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Financial Contagion between Economies - an Exploratory Spatial Analysis

Listed author(s):
  • Oscar Villar


  • Esther Vayá


Registered author(s):

    At the present time, controversy still surrounds the importance of the financial integration of markets and its possible consequences. The fact that the economy is more global means that countries are more interdependent on each other. This brings new advantages, but also entails new dangers for countries. In this paper we study one of these dangers: financial contagion in times of crisis. In general terms, this is understood as the transmission or propagation of disturbances between the financial markets of different countries. However, this debate on the benefits and risks of economic interdependence also draws attention to problems that are both very old and very new. The problems are new because of the impact of globalization, but old because they are based on economic and political visions and ideologies that always remain the same. In this paper we present new ideas on the current debate on financial contagion. Specifically, we identify the economic variables that represent the crises in the Thai, Russian and Brazilian cases. We ask whether the cause of contagion between countries is the fact that their main macro economic magnitudes or economic fundamentals are at critical levels (commonly considered as the fundamentals of countries), or if, on the other hand, contagion between countries takes place due to trade and financial links and political or regional effects. Various methodological approaches have been used to explore the existence of contagion and the relative importance of the possible channels of transmission of crises (or channels of contagion). In recent years authors have sought to identify the econometric techniques that are best suited to conducting this kind of analysis. Indeed, one of the innovations of this paper is its implementation of Spatial Econometrics as a mechanism for assessing contagion. Unlike the other methodologies used, Spatial Econometrics allows an expression of international relations under explicit dynamic-spatial assumptions. Surprisingly, this technique has not been used previously for the analysis of contagion, and indeed few authors have used it in the study of financial relations in general. Firstly, in this paper we perform an exploratory spatial analysis which contrasts the existence of contagion or spatial autocorrelation. Secondly, we try to assess different channels of contagion through a model based on spatial econometric which would let us realize a confirmatory analysis. The study of an explicit dependency between the countries using this econometric technique may open up a new field of research in financial interdependence relations.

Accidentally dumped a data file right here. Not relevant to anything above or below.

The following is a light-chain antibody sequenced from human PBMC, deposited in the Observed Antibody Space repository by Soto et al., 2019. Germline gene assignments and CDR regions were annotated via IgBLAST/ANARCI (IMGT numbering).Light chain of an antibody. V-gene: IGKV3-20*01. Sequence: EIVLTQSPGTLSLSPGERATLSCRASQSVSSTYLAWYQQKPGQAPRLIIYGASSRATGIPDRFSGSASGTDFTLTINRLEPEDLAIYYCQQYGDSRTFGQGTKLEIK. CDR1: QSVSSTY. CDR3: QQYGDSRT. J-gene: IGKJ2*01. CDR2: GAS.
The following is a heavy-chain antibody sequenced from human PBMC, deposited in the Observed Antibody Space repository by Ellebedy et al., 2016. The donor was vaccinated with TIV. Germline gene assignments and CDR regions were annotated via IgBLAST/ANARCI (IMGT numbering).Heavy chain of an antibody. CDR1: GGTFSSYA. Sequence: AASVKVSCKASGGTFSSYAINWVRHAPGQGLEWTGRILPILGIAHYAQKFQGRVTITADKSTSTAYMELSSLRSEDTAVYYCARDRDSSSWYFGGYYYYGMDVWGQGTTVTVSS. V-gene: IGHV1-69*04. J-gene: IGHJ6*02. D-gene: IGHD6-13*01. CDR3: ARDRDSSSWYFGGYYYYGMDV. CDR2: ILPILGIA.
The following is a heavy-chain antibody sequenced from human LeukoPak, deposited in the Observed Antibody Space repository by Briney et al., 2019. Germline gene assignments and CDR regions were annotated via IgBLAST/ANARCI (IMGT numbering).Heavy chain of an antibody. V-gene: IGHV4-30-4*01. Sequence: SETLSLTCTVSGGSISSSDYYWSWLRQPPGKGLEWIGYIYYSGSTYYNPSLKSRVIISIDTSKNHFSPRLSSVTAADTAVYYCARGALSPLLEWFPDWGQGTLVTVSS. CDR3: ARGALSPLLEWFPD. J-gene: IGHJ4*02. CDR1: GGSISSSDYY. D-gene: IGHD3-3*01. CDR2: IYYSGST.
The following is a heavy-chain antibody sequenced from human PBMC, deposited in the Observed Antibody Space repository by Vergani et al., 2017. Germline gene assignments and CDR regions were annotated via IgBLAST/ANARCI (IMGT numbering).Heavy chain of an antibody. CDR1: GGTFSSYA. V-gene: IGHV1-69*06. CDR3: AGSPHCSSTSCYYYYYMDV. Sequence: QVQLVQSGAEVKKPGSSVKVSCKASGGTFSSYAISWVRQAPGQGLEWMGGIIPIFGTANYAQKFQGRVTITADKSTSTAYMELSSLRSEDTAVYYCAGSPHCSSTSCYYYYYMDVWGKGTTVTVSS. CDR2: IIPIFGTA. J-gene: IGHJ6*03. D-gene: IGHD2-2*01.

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    Paper provided by European Regional Science Association in its series ERSA conference papers with number ersa05p574.

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    Date of creation: Aug 2005
    Handle: RePEc:wiw:wiwrsa:ersa05p574
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    1. Taimur Baig & Ilan Goldfajn, 1999. "Financial Market Contagion in the Asian Crisis," IMF Staff Papers, Palgrave Macmillan, vol. 46(2), pages 1-3.
    2. Glick, Reuven & Rose, Andrew K., 1999. "Contagion and trade: Why are currency crises regional?," Journal of International Money and Finance, Elsevier, vol. 18(4), pages 603-617, August.
    3. Masson, Paul, 1999. "Contagion:: macroeconomic models with multiple equilibria," Journal of International Money and Finance, Elsevier, vol. 18(4), pages 587-602, August.
    4. Marcello Pericoli & Massimo Sbracia, 2003. "A Primer on Financial Contagion," Journal of Economic Surveys, Wiley Blackwell, vol. 17(4), pages 571-608, 09.
    5. Mardi Dungey & Renee Fry & Brenda Gonzalez-Hermosillo & Vance Martin, 2005. "Empirical modelling of contagion: a review of methodologies," Quantitative Finance, Taylor & Francis Journals, vol. 5(1), pages 9-24.
    6. Maurice Obstfeld, 1994. "The Logic of Currency Crises," NBER Working Papers 4640, National Bureau of Economic Research, Inc.
    7. Van Rijckeghem, Caroline & Weder, Beatrice, 2001. "Sources of contagion: is it finance or trade?," Journal of International Economics, Elsevier, vol. 54(2), pages 293-308, August.
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